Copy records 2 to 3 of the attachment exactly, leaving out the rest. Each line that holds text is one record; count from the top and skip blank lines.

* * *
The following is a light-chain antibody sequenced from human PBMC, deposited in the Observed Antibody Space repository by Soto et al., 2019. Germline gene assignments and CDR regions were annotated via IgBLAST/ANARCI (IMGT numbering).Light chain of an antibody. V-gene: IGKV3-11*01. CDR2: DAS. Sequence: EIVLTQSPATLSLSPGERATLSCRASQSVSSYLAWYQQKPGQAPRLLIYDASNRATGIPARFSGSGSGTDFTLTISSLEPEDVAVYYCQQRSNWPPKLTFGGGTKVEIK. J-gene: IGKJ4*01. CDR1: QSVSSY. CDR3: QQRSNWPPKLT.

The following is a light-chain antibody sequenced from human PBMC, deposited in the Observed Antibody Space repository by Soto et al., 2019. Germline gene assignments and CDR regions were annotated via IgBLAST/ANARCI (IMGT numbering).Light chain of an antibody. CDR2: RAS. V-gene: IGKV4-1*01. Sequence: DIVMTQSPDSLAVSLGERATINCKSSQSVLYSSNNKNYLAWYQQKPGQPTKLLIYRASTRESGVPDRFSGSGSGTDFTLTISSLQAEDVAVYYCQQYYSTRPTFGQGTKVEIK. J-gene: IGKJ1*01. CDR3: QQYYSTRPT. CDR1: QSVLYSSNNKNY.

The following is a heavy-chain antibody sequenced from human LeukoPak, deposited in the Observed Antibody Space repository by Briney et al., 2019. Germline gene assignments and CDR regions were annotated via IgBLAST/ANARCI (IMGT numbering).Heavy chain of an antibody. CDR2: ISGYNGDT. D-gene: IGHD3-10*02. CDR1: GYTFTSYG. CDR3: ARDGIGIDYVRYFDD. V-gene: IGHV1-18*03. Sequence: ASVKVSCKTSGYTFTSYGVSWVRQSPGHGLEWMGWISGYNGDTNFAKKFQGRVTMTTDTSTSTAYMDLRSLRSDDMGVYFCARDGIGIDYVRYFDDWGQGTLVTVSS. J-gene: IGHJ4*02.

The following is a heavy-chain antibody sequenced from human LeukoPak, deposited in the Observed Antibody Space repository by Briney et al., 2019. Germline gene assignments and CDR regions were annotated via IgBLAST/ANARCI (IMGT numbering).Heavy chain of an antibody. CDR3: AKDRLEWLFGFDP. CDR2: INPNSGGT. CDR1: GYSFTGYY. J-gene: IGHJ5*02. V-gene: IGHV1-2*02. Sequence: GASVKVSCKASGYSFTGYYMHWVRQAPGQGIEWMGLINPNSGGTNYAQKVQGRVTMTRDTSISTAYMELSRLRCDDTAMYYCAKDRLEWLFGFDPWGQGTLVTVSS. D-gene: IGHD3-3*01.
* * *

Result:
The following is a light-chain antibody sequenced from human PBMC, deposited in the Observed Antibody Space repository by Soto et al., 2019. Germline gene assignments and CDR regions were annotated via IgBLAST/ANARCI (IMGT numbering).Light chain of an antibody. CDR2: RAS. V-gene: IGKV4-1*01. Sequence: DIVMTQSPDSLAVSLGERATINCKSSQSVLYSSNNKNYLAWYQQKPGQPTKLLIYRASTRESGVPDRFSGSGSGTDFTLTISSLQAEDVAVYYCQQYYSTRPTFGQGTKVEIK. J-gene: IGKJ1*01. CDR3: QQYYSTRPT. CDR1: QSVLYSSNNKNY.

The following is a heavy-chain antibody sequenced from human LeukoPak, deposited in the Observed Antibody Space repository by Briney et al., 2019. Germline gene assignments and CDR regions were annotated via IgBLAST/ANARCI (IMGT numbering).Heavy chain of an antibody. CDR2: ISGYNGDT. D-gene: IGHD3-10*02. CDR1: GYTFTSYG. CDR3: ARDGIGIDYVRYFDD. V-gene: IGHV1-18*03. Sequence: ASVKVSCKTSGYTFTSYGVSWVRQSPGHGLEWMGWISGYNGDTNFAKKFQGRVTMTTDTSTSTAYMDLRSLRSDDMGVYFCARDGIGIDYVRYFDDWGQGTLVTVSS. J-gene: IGHJ4*02.